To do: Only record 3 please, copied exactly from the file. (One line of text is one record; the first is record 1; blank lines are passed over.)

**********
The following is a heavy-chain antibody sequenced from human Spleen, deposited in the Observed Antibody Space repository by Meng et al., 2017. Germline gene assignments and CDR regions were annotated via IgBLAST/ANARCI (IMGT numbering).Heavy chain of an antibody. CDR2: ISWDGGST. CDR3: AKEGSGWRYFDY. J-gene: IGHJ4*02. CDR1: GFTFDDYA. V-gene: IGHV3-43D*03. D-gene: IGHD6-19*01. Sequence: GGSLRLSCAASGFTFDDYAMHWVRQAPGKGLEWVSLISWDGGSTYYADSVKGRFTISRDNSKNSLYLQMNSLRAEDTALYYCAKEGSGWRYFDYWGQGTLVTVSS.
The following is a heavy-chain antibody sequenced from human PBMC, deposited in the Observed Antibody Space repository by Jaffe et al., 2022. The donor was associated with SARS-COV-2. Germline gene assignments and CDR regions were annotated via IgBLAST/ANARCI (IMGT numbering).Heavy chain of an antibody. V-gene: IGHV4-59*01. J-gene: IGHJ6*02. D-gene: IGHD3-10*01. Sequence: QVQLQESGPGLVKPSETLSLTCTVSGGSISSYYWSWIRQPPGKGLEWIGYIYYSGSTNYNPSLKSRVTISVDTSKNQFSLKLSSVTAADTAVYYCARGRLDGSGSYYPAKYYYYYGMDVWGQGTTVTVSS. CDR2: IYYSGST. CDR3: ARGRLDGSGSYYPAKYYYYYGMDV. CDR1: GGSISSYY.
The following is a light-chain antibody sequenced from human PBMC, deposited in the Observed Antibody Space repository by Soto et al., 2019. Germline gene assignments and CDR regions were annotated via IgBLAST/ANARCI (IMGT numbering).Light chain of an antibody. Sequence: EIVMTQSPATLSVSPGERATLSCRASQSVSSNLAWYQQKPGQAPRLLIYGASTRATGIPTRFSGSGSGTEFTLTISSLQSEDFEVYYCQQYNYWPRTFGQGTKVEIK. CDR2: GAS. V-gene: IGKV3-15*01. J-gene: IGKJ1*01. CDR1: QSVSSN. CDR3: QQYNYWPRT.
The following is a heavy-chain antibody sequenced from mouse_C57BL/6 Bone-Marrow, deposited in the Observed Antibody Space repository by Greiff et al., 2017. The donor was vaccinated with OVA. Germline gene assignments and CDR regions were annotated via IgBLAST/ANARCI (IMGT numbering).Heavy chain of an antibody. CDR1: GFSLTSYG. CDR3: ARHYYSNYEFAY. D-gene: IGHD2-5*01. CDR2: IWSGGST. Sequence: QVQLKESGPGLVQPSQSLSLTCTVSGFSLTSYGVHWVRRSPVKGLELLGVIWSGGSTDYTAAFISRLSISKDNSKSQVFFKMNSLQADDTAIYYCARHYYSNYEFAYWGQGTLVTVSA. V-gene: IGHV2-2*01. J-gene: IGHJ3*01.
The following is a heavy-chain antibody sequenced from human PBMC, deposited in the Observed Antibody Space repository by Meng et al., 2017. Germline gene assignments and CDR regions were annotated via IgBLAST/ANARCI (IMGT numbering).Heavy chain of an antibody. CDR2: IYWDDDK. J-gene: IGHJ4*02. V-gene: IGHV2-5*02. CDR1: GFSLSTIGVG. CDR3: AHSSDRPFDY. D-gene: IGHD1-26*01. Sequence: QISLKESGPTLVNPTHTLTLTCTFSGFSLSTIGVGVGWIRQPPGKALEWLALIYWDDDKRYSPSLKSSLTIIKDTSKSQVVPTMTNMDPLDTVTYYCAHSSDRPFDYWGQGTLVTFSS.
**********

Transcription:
The following is a light-chain antibody sequenced from human PBMC, deposited in the Observed Antibody Space repository by Soto et al., 2019. Germline gene assignments and CDR regions were annotated via IgBLAST/ANARCI (IMGT numbering).Light chain of an antibody. Sequence: EIVMTQSPATLSVSPGERATLSCRASQSVSSNLAWYQQKPGQAPRLLIYGASTRATGIPTRFSGSGSGTEFTLTISSLQSEDFEVYYCQQYNYWPRTFGQGTKVEIK. CDR2: GAS. V-gene: IGKV3-15*01. J-gene: IGKJ1*01. CDR1: QSVSSN. CDR3: QQYNYWPRT.